The bones of Bernissart

In April 1878, miners in Bernissart, a Walloon village in the former Borinage coalfield mines, found a huge amount of dinosaur bones in a 322 meter deep clay layer of the mine.
After the miners in Bernissart made their findings known, a group of paleontologists went to the mine to find more fossil remains of the iguanodons. Finally, they found thirty skeletons, ten of which were still completely intact.

Due to the fact that the bones were still in place in their likely natural position and were preserved very well in the clay, the scientists could quickly make an anatomy of the iguanodon skeletons. Not much later a first setup of a standing iguanodon could be made to show the world.
Today, a 300 m² and three storey high glass cage protects this Belgian national heritage. This allows visitors to admire each of these pearls optimally. In addition, they are able to go to the basement of the museum to see in what circumstances the skeletons were found.

You can visit the Bernissart iguano…

Nemo 33 a very deep swimming pool

Nemo 33 is an indoor diving pool facility in Ukkel, Brussels. It held the record as the deepest indoor swimming pool in the world between its opening on May 1, 2004 and the completion of Y-40 in Montegrotto Terme, Padua, Italy on June 5, 2014. The pool's maximum depth is 34.5 metres. It contains 2,500,000 litres of non-chlorinated,highly filtered spring water maintained at a temperature of 30 °C. To do so it uses a highly sophisticated solar powered heater.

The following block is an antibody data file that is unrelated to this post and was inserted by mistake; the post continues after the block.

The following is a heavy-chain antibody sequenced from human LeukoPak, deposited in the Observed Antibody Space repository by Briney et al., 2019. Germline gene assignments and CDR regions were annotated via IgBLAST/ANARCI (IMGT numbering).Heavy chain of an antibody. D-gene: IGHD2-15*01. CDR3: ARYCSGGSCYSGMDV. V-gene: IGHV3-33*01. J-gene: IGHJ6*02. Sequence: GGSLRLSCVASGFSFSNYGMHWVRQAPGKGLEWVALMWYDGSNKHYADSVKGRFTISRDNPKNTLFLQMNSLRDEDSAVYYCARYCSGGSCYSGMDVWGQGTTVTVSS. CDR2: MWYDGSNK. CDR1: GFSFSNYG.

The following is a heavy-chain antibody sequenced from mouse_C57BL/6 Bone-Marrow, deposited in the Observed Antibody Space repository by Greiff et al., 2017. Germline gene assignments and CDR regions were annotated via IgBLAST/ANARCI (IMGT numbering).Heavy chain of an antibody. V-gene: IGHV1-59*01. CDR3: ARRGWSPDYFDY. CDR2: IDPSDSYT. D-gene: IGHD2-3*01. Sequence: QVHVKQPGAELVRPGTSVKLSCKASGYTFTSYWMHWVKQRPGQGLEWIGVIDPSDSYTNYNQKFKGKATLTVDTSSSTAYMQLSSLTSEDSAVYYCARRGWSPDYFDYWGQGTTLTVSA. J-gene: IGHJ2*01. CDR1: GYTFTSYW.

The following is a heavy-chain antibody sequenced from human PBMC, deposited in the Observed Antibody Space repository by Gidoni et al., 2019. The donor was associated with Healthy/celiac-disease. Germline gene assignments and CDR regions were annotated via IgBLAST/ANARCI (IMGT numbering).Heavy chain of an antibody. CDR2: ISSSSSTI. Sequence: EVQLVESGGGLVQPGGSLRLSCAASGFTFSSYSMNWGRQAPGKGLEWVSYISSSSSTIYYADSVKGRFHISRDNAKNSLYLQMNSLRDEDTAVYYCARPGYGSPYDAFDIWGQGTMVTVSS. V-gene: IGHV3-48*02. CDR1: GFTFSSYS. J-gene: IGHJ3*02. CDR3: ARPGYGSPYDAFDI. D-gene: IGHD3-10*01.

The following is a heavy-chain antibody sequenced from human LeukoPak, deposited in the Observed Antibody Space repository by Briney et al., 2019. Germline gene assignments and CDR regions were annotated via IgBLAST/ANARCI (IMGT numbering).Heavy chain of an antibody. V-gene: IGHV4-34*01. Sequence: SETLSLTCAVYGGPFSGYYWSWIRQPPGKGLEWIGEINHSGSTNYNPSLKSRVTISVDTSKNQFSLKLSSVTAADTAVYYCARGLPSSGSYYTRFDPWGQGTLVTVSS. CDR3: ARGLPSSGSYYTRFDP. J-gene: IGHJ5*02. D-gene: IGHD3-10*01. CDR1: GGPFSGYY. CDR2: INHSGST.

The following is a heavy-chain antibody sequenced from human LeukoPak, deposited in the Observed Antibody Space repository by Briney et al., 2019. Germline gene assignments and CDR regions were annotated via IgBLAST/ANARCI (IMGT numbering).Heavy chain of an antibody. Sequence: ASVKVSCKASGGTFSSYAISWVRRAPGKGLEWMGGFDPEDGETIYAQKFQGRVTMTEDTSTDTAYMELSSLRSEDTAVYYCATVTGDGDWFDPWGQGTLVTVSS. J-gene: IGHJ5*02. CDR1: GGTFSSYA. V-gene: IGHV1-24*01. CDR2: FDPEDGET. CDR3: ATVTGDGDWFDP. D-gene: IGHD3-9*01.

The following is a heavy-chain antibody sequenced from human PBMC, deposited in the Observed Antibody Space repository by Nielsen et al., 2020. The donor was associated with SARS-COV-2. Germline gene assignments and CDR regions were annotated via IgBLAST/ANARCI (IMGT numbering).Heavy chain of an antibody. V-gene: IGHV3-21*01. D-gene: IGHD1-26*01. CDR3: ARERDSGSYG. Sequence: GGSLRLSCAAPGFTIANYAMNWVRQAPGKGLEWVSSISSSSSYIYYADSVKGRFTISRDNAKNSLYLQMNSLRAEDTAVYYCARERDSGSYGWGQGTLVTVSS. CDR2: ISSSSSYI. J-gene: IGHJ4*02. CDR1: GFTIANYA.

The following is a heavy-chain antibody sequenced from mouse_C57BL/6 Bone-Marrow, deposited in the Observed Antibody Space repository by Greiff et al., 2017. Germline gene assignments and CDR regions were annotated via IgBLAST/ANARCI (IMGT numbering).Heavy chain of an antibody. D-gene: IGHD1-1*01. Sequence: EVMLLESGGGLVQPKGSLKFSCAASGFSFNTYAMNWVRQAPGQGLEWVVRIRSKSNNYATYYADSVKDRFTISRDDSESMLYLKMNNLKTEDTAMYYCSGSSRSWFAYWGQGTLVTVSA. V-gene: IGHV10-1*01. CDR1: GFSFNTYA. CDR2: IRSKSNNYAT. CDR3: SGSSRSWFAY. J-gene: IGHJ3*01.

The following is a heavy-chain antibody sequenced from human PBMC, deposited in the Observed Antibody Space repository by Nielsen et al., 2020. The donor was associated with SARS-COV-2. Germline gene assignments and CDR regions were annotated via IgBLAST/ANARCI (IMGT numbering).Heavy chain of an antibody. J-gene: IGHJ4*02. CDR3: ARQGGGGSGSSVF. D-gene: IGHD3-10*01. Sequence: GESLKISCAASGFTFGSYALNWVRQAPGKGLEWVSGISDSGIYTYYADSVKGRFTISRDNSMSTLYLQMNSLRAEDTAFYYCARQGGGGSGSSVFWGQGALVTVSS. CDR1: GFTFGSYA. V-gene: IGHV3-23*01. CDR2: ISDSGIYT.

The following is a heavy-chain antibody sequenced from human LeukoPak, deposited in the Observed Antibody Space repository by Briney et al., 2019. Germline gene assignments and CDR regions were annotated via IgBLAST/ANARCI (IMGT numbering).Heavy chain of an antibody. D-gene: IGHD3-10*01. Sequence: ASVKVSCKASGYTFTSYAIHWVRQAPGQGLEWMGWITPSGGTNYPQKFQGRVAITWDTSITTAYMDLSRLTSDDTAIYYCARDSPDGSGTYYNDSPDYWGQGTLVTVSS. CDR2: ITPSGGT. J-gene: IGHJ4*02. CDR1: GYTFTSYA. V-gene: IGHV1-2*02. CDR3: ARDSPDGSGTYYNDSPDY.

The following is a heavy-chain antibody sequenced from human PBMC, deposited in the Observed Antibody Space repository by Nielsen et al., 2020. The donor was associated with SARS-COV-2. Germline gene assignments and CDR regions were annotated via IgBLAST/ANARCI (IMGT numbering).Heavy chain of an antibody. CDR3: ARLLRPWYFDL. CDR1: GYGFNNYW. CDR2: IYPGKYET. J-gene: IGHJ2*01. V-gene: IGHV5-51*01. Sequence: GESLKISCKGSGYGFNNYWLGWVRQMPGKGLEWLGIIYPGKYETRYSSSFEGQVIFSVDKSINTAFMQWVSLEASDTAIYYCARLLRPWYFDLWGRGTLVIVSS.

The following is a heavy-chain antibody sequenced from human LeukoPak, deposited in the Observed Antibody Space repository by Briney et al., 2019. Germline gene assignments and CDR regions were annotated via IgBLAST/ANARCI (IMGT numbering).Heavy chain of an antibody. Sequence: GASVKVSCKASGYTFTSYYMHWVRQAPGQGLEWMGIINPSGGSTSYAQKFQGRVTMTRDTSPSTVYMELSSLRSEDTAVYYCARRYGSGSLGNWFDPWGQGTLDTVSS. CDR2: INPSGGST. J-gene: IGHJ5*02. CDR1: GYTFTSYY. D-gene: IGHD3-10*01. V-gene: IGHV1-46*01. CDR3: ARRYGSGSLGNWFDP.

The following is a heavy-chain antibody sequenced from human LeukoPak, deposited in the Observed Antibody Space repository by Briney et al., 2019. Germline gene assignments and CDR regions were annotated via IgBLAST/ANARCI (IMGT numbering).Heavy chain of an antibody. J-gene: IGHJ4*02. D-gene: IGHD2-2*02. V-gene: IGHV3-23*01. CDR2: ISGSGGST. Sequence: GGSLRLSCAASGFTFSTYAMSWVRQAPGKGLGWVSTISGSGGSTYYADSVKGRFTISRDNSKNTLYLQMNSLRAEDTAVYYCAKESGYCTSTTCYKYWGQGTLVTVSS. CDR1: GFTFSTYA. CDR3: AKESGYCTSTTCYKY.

The diving pool holds several simulated underwater caves at the 10 metres depth level. Due to the warm temperature in the pool, divers can dive for extended periods without having to use a dry suit. The complex was designed by Belgian diving expert 'John Nuttyheart' as a multi-purpose diving instruction, recreational and film production facility.

The complex also has a shop and a restaurant, you can find it at this address: Stallestraat 333, Brussels.

The little peeing boy

On the corner of the 'Stoofstraat' and the 'Eikstraat' in Brussels you can find this always cheerful peeing little boy, in a statue that is. It's been there since 1619, but nobody really seems to know where he is coming from. The history of the boy goes back even further. Until 1451, the date of the oldest mention of the existence of the fountain.

So the boy has been the symbol of the shameless Brusselsians for centuries, they don't mind that the boy is peeing 24 hours a day, in fact they are really proud of him. Tourist however can have a different view, going from total hilarity to being shocked. One thing is sure, everybody wants a picture or selfie with Brussels most famous naturist. 'Manneken Pis' that's what the boy is called, meaning, you might have guessed it, 'Little Peeing Boy'

The boy is not always totally naked, since 1698 he has been dressed up with all kinds of uniforms. Today he even has his own costume museum.

The park of Brussels

The park of Brussels runs from the Royal Palace all the way up to the Parliament building. The park was once the 'Warande' of the 'Dukes of Brabant' alongside their castle. A 'Warande' was in the Middle Ages a closed park that was used for hunting.